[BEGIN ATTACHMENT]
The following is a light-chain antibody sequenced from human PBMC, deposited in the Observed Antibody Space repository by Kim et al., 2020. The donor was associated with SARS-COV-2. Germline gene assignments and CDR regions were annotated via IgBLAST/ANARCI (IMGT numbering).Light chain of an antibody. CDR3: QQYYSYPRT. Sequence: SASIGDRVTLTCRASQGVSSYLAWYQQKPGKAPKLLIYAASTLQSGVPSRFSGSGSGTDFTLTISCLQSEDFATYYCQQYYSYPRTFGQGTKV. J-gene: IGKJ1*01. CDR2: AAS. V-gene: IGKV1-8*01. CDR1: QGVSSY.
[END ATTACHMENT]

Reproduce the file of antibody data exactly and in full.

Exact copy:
The following is a light-chain antibody sequenced from human PBMC, deposited in the Observed Antibody Space repository by Kim et al., 2020. The donor was associated with SARS-COV-2. Germline gene assignments and CDR regions were annotated via IgBLAST/ANARCI (IMGT numbering).Light chain of an antibody. CDR3: QQYYSYPRT. Sequence: SASIGDRVTLTCRASQGVSSYLAWYQQKPGKAPKLLIYAASTLQSGVPSRFSGSGSGTDFTLTISCLQSEDFATYYCQQYYSYPRTFGQGTKV. J-gene: IGKJ1*01. CDR2: AAS. V-gene: IGKV1-8*01. CDR1: QGVSSY.